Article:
The West Coast’s lengthy history of wildfires continues, as a hot streak of fires ravage California, Oregon and Washington state.
Both natural causes and the actions of people can cause the fires. According to the New York Times, a gender reveal party sparked one 20,000-acre wildfire in California.
Nadia Seeteram, a doctoral researcher in the Earth and Environment Department at Florida International University, moved from Miami to San Diego two weeks ago. During those two weeks, she has already experienced wildfires for five or six days.
Seeteram, like many others during the COVID-19 pandemic, has made an effort to get out of the house at least once a day.
“With this COVID-19, I always made it a point to be outside at least once a day for a walk, a chat on the phone or exercise,” Seeteram said. “And now that risk is your lungs.”
Seeterman used to reside in Miami, as her previous works dealt with monetary valuation of ecosystem services in the Florida Everglades.
“It’s very surreal leaving the threat of hurricanes and storm surge and being fully immersed in this wildfire smoke,” Seeteram said.
This bleak situation for the environment has prompted activism among students and professionals alike.
“Continue the fight for climate action, specifically the fight for the Green New Deal,” Seeteram said. “We need to drop greenhouse gasses now.”
The Green New Deal outlines a plan that, if passed by Congress, would work towards tackling climate change. Many different versions of the deal have been considered, but after the 2018 midterm elections, the deal is still under discussion.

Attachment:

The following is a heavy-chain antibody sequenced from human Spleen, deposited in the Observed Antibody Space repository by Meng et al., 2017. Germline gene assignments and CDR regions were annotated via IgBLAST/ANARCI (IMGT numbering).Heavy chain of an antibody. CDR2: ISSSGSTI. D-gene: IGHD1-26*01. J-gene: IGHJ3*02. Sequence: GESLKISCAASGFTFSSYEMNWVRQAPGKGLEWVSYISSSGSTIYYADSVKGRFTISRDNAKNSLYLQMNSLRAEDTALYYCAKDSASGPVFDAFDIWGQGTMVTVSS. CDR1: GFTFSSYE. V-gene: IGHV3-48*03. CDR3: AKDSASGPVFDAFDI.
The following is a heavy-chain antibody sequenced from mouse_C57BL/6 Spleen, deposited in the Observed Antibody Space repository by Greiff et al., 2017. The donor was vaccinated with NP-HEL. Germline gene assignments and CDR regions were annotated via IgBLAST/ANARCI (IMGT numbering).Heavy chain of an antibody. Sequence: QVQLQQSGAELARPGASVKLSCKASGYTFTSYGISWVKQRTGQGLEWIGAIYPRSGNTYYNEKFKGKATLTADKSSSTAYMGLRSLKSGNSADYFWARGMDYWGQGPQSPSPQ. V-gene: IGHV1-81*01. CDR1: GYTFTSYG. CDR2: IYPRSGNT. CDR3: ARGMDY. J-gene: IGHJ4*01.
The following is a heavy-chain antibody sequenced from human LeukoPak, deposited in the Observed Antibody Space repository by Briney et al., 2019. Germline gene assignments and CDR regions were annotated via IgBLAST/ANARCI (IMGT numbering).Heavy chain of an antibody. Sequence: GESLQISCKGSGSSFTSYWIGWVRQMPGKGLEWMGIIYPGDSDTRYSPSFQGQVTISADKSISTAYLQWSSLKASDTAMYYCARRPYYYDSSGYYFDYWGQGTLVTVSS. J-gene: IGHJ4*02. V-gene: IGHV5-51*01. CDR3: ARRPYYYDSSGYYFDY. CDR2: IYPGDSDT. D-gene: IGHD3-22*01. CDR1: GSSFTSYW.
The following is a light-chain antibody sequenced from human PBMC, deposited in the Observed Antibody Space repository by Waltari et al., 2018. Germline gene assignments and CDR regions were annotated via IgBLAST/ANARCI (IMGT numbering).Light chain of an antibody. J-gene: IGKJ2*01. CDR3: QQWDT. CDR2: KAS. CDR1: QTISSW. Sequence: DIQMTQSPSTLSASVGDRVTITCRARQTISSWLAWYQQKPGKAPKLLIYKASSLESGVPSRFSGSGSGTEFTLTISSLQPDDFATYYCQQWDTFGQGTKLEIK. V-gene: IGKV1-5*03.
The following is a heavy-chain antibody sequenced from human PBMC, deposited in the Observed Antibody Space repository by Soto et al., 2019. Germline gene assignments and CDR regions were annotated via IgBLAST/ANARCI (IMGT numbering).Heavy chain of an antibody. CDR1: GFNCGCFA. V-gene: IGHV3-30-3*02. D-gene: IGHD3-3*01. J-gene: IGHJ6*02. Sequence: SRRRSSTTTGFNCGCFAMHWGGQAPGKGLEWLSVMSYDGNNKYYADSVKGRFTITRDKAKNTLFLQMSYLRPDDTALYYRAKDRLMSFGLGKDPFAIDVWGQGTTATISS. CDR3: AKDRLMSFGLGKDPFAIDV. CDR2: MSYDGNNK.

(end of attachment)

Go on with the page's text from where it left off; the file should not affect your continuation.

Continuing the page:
The deal was introduced by Democratic Representative Alexandria Ocasio-Cortez of New York and Democratic Senator Edward J. Markey of Massachusetts. The proposal asks the federal government to reduce the amount of fossil fuels used in the United States.
The increase in greenhouse gas emissions into the atmosphere affects more than just the west coast.
“As a resident of Miami, I feel devastated to see an increase in both sea-level rise and the severity of hurricanes as a result of climate change,” Co-President of Science National Honor Society Ella Sleeman said.
A positive feedback loop seems to be occurring due to the massive amounts of carbon dioxide being emitted into the atmosphere. More greenhouse gases, warmer atmosphere, drier land, and inevitably, wildfires.
“I am very concerned about the wildfires because they are emitting an abundance of carbon dioxide into the atmosphere, which is a greenhouse gas,” Sleeman said.
The wildfires on the West Coast can teach others how to handle climate change and prevent it from becoming a catastrophic debacle. Learning from events such as the gender reveal that started the wildfire, can serve as valuable teaching moments.
Residents and students in the Bay Area have experienced the immediate effects of the wildfires.
“Breathing the bad air quality for extended periods usually leaves me there coughing for a while,” University of Berkeley student Kevin An said.
Major aspects of everyday life are affected by the fires as well.
“There’s also been a few days last year where PG&E, the company that provides electricity to most of California, had to shut off access to power in certain areas when the weather was predicted to be really dry and windy,” An said.
The fires have an extremely costly effect on the economy, as well. According to The Balance, the wildfires have destroyed over 6.7 million acres of land, the majority located in Arizona and California. Over 900,000 acres have burned across Oregon alone, according to the New York Times.
On the morning of Sept. 10, residents of California woke up to the surprise of orange skies due to the immense fires raging in the state.
“I looked out the window and the sky was all orange,” An said. “My housemates were joking that we were in an apocalypse. Despite the bad things that caused it, I thought the sky looked quite beautiful in a sinister way.”